This article was originally published by S. Rajaratnam School of International Studies (RSIS) on 19 July 2016
Fethullah Gulen, leader of one of the world’s largest Islamic movements, is accused of attempting to topple Turkish President Erdogan in a failed military coup. Is Gulen a modernist religious leader or a conspirator?
BELIEVERS SAY he preaches a new, modernist form of Islam. Critics charge he is a wolf in sheep’s clothing preparing to convert secular Turkey into an Islamic republic. They accuse Fethullah Gulen of being a conspirator who has created a state within the state and attempted this weekend to topple the democratically elected Turkish President Recep Tayyip Erdogan in a failed military coup.
That was not how past Turkish governments or for that matter Erdogan in his eight years as prime minister saw Gulen, the leader of one of the world’s largest and wealthiest Islamic movements.
Cherished Ally and Weapon
Back in the 1990s, secular prime ministers Tansu Ciller and Mesut Yilmaz and other prominent political leaders viewed Gulen as their weapon against the pro-Islamic Refah (Welfare) Party, the predecessor of Erdogan’s Justice and Development Party (AKP), that advocated Turkey’s divorce from the West and a return to its Islamic and Ottoman roots.
Erdogan too initially saw. Gulen as a cherished ally. The two men worked together to force the staunchly secular military to accept civilian control in line with one of the European Union’s demands for future Turkish membership. It fitted both men’s goal of lifting French-style laicist restrictions on freedom of religious expression that had long been resisted by the military. Erdogan had at the time no problem with Gulen’s followers establishing a power base in the police force and the military.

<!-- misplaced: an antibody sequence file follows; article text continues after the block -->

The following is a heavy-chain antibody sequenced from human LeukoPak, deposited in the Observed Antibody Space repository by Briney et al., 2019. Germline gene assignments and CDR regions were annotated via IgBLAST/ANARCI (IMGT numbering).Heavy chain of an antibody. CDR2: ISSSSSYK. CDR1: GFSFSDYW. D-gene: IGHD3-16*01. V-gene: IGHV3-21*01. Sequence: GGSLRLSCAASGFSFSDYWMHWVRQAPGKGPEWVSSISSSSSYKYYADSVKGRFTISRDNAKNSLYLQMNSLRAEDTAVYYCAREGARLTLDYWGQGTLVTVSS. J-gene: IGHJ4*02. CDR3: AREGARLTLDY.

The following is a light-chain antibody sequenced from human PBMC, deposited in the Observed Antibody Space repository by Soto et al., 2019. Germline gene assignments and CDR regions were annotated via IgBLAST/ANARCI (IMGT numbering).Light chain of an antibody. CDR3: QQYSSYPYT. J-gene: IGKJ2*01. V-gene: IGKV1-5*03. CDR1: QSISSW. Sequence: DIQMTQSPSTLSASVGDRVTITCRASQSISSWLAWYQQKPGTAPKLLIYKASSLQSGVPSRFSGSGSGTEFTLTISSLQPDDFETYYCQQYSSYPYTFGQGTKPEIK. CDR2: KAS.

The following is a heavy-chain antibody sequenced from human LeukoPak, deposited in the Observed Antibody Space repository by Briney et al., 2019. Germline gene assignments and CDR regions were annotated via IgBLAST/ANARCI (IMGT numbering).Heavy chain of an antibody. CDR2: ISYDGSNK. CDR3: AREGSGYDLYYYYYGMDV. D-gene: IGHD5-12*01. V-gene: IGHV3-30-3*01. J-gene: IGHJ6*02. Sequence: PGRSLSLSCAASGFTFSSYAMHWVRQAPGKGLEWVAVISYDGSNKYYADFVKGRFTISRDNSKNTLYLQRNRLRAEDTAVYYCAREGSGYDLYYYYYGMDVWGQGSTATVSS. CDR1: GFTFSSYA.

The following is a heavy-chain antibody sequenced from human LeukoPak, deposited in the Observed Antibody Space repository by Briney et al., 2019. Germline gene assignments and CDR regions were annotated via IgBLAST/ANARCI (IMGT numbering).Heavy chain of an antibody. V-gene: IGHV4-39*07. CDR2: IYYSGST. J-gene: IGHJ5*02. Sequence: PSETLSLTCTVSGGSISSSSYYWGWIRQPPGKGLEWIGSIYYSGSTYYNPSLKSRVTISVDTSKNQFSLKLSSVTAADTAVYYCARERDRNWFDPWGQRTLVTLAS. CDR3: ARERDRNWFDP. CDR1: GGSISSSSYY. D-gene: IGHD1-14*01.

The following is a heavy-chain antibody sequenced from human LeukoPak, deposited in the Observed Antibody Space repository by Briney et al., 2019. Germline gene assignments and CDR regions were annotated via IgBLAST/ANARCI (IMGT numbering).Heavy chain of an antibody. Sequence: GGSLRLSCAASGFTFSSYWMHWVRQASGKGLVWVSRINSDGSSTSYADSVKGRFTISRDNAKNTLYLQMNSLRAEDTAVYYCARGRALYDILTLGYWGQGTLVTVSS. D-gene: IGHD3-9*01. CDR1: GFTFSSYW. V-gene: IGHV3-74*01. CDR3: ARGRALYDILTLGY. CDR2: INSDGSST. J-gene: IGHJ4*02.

This weekend’s failed coup suggests that elements of the military still believe in a non-constitutional role of the military. Yet, at the same time, it is to the credit of Erdogan and Gulen, that significant parts of the military, the opposition and the public backed Turkey’s democratically elected president and helped foil the coup irrespective of what they thought of his politics and leadership.
Gulen’s moves into branches of government, reflected his long-term strategy. Gulen preached obedience to the state and recognition of the rule of law while at the same time inserting his followers into key institutions of the state and educating a next generation in his ideological mould.
Indeed, more than half a century after he first became a government employed imam, Gulen adopted the role. He often dresses in a crumpled sports jacket and slacks, looking the part of a modern religious leader rather than a fervent Turkish nationalist or a militant Islamist. A doleful 75-year-old, he moreover talks the talk, avoiding language often employed by Turkey’s right-wing nationalists and Islamists.
As a result, Gulen’s modernist approach appealed to urban conservatives and some more liberal segments of the middle class. His approach contrasted starkly with that of Mr. Erdogan, who targeted the more rural conservatives and the nationalists.
It was indeed Gulen’s advocacy of tolerance, dialogue and worldly education as well as his endorsement of Turkey’s close ties to Europe that endeared him to the country’s secular leaders of the 1990s and subsequently to Erdogan. “By emphasising our support for education and the media, we can prove that Islam is open to contemporary things,” he said in a rare interview with a foreign correspondent.
A diabetic with a heart ailment, Gulen has devoted himself since officially retiring in the early 1990s to writing tracts on Islam. Yet there is little in his writing or the administration of institutions linked to him that points in the direction of theological renewal.